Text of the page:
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Drink up Santa Fe!

The Buckman Direct Diversion (BDD) is a new, reliable, sustainable and safe public water supply and is here to meet customer water needs.

The BDD brings excellent quality drinking water from the Rio Grande to serve the City of Santa Fe and Santa Fe County in a way that will provide a safe, reliable and sustainable source of water. The BDD will provide as much as 60 percent of the annual water supply for more than 100,000 customers, delivering as much as 15 million gallons per day of treated drinking water. Normally, the BDD will operate at about one-half of full capacity.

Buckman Direct Diversion arial photo
Buckman Direct Diversion Water Treatment Plant aerial photo, June 2011

Home Page Update

The habitat mitigation associated with the Buckman Direct Diversion (BDD) surface water diversion project has been in full swing since November 2013. The mitigation work involves removing non-native vegetation and restoring diverse native riparian-wetland habitats to the area. Non-native trees, including Siberian elm, Russian olive and saltcedar that previously dominated the project site were cut with chainsaws, and the stems and branches were fed through a chipper and ground into mulch. Herbicide was applied to the freshly cut tree stumps to prevent them from re-sprouting. The paintbrushes were used to prevent herbicide from dripping onto the soil. Since the vast majority of the trees occupying the site are non-native, we left the largest Russian olive and Siberian elm trees standing for wildlife habitat until the native habitat develops. However, because the Siberian elm trees produce millions of seedlings that threaten to re-populate the project site, we used chainsaws to remove sections of bark around the trunk. This technique, referred to as “girdling” eventually kills the tree but the standing “snag” that results provides valuable habitat for roosting raptors and cavity nesting birds. All of this forestry work was completed in January 2014.

The revegetation work began as soon as we completed the forestry work. This has involved planting approximately 3,500 native trees and shrubs, including Rio Grande cottonwood, three different willow species, New Mexico olive, and about seven other types of native shrubs. We also constructed a small (0.3 acre) willow wetland that is designed to flood when the Rio Grande swells during snow-melt runoff or summer monsoon rain events. All of the revegetation was completed in early March.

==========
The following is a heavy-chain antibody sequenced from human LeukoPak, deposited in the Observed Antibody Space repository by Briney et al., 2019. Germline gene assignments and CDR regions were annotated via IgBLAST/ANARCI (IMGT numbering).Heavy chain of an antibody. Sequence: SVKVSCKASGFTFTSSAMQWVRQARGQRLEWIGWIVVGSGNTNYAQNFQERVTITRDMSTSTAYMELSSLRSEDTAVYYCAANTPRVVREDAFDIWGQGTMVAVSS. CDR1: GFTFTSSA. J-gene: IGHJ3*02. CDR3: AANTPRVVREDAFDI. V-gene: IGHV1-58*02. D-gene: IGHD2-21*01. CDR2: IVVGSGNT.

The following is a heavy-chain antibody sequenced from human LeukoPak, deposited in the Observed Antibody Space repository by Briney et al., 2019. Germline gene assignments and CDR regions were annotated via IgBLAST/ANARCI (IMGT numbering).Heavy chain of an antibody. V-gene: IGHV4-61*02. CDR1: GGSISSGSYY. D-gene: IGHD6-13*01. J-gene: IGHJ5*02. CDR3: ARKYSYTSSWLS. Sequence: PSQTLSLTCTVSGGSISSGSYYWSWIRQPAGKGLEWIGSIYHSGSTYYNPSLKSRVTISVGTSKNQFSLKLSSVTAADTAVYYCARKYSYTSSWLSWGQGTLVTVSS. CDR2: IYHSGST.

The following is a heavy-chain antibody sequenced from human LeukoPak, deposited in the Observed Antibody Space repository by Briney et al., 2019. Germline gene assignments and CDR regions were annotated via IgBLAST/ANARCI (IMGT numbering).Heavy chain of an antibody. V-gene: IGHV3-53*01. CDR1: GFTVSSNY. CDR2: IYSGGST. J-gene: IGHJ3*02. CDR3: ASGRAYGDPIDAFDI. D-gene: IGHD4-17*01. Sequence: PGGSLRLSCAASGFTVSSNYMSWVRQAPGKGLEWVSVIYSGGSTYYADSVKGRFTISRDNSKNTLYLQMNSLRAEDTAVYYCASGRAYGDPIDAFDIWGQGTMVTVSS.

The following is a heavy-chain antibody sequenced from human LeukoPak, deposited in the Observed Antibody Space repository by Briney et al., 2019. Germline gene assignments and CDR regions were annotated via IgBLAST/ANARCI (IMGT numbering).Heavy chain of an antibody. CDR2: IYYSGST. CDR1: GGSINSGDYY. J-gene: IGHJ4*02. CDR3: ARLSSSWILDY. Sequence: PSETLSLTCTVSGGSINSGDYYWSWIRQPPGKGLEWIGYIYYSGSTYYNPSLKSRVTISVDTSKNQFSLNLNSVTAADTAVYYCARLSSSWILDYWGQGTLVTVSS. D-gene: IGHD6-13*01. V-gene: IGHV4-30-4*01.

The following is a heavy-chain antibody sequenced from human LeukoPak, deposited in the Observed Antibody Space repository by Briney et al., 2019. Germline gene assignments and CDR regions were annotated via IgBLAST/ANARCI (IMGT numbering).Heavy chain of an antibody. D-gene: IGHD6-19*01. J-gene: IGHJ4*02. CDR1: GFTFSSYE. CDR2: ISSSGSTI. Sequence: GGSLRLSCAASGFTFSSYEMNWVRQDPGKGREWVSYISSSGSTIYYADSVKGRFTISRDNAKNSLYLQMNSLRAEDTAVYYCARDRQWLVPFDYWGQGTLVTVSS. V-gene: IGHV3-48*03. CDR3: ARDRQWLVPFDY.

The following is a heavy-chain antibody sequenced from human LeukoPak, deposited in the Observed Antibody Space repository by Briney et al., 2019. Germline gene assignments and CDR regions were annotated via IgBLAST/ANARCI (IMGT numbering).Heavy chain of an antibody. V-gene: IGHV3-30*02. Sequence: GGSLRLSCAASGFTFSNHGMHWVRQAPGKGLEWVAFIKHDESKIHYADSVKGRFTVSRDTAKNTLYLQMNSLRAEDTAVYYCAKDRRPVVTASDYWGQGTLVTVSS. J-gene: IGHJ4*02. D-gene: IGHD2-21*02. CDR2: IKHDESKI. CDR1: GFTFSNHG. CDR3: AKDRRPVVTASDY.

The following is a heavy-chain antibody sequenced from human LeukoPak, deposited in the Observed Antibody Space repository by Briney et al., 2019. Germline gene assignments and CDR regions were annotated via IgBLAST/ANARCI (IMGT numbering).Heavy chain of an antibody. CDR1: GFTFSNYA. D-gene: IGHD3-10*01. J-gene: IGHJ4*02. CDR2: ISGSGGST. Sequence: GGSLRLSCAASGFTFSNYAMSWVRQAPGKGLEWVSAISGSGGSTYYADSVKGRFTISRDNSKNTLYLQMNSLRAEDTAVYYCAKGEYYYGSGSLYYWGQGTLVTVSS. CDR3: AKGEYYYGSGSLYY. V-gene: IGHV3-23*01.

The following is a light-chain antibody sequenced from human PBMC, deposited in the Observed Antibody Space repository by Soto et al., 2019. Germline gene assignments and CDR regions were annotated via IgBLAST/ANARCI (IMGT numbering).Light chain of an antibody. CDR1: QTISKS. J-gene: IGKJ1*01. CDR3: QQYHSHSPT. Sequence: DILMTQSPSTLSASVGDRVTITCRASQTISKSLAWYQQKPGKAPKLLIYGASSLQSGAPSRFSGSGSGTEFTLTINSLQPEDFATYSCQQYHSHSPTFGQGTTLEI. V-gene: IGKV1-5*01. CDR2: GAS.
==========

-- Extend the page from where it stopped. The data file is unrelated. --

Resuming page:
The next project phases involve erecting strong fences to create a designated parking area and to prevent unauthorized street vehicles from driving into the newly revegetated areas, and creating an educational kiosk to inform the public about the importance of the BDD water project and the goals of the habitat mitigation work.

Non-native saltcedar, Russian olive and Siberian elm trees previously dominated the project site.

These non-native trees were cut with chainsaws and chipped into mulch. The mulch was spread across the existing spur roads.

Garlon Ultra herbicide was applied directly to cut-stump surfaces using a paintbrush to prevent dripping herbicide onto the soil.

Over 1,000 willows, cottonwoods and other native shrubs were planted in a 0.3-acre seasonal wetland.  This wetland is designed to flood when the river rises during snow-melt runoff and large summer monsoon rain events.

Over 1,000 willows, cottonwoods and other native shrubs were planted in a 0.3-acre seasonal wetland. This wetland is designed to flood when the river rises during snow-melt runoff and large summer monsoon rain events.

Over 3,000 native shrubs and trees were planted across the project site.

Over 3,000 native shrubs and trees were planted across the project site.

Native plants were installed using auger-mounted skid steer tractors to ensure that plants were installed close to the groundwater table.

Native plants were installed using auger-mounted skid steer tractors to ensure that plants were installed close to the groundwater table.

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